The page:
We report the case of a 6 month old boy with meningococcal septicaemia who was admitted to ICU for resuscitation. While in the ambulance on route to the hospital, paramedics had attempted an intraosseous cannulation in the child’s left leg. Uncertainty exists as to whether the cannula was correctly sited but intravenous fluids were administered through this cannula. On arrival at the emergency department, it was noted that the left foot was swollen and tense and an alternative site for administration of fluids was obtained. After resuscitation and admittance to ICU, the orthopaedic team were asked to review the patient with regard to a swollen discoloured left foot. The child was fully intubated and otherwise stable at this stage. On examination, the left foot was swollen and tense to palpation. There was good capillary refill in all the toes and a dorsalis pedis pulse was palpable. It was impossible to assess discomfort or pain in the foot at this stage as the child was fully intubated. As a full clinical examination was not possible due to the clinical condition of the child, it was decided to use a stryker needle to measure intracompartmental pressures within the foot with the intention of determining if there was a case for compartment syndrome in the foot. It is now accepted that there are 9 compartments within the foot The stryker was initially placed perpendicular to the skin at the medial aspect of the foot, at the base of the first metatarsal and only advanced 1cm approx to measure the medial compartment. Once that measurement was taken, the needle was subsequently advanced deeper to measure the pressure within the central compartment. One measurement was taken laterally from the lateral compartment. Due to the small size of the foot and relatively large size of the needle, it was decided against individually measuring the other remaining compartments as there would be multiple large puncture wounds in a relatively small foot. A collective measurement was taken from the dorsal aspect of the foot and we are aware that this may not accurately represent the instrinsic compartments. Initial measurements with the stryker needle revealed that the intracompartmental pressure on the dorsal aspect of the foot was 15mmHg while the pressure on the plantar aspect of the foot (medial, central, lateral) was 37mmHg and this result was confirmed by 2 different individuals independently measuring compartment pressures within the foot. Diastolic blood pressure at the time of measurement of the compartment pressures was 56mmHg.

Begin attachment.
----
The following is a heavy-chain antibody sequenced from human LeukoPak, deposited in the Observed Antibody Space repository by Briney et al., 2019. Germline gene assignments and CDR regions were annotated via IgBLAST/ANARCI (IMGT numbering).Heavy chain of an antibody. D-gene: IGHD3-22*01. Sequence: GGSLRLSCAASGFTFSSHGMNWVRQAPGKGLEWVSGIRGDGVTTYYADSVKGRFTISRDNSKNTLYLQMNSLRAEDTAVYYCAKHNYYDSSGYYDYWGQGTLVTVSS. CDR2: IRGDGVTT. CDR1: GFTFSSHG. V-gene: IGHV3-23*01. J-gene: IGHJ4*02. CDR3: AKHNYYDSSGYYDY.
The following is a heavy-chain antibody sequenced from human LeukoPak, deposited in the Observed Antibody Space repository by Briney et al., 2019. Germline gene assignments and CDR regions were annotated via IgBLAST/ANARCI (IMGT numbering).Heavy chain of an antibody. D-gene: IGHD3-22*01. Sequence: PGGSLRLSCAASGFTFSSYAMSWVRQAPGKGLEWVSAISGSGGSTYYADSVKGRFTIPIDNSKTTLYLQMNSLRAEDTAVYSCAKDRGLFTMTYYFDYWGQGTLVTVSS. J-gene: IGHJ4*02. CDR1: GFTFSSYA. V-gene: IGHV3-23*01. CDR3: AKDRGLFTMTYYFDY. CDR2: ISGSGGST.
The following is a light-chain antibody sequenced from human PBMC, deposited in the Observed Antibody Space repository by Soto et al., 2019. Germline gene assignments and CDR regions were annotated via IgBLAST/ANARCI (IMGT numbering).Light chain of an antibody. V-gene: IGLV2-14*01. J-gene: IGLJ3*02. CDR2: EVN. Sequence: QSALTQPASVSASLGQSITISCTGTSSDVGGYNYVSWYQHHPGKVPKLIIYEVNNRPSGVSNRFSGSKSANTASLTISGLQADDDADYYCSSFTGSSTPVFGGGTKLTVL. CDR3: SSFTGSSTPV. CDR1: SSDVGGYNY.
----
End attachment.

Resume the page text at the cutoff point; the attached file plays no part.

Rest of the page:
Compartment Syndrome can be considered when the pressure difference between diastolic blood pressure and intracompartmental pressure is less than 30mmHg or also when absolute interstitial pressure is greater than 30mmHg.
The decision was then made to apply an eschmark bandage to the left foot and lower leg and to elevate the leg for 2-3 minutes with this applied. The reason for attempting this course of action was that we had reasoned that the raised intracomparmental pressure was the direct result of the fluid that had leaked into the soft tissues within the compartment after the administration of fluid through the incorrectly sited IOI cannula and that by applying the eschmark bandage, we may be able to force some of this fluid out of the compartment and back into the vascular system.
Once the eschmark bandage was removed, the intracompartmental pressures within the foot were again measured with the stryker needle. These results revealed an improvement in pressures with the dorsal compartment reading 12mmHg and the pressure recorded on the plantar aspect of the foot (medial, central and lateral compartments) reducing to 21mmHg. The diastolic blood pressure was 58mmHg while these repeat measurements were being taken. This measurements was taken twice to help ensure that they was accurate. Clinically, the foot also looked better and was less tense to palpation. The foot was subsequently elevated and monitored. The foot continued to improve clinically and surgical decompression for compartment syndrome was not necessary.
Intra Osseous Infusion is a proven method of delivering urgently needed fluids to a patient and this method of delivery works because the rich vasculature of long bones transports the fluids and medications to the central circulation. Sinusoids within the marrow of long bones function as rigid conduits that do not collapse in the presence of hypovolemia. Blood passes into the venous channels of the medulla and then leaves the bone through nutrient or emissary veins entering the general circulation.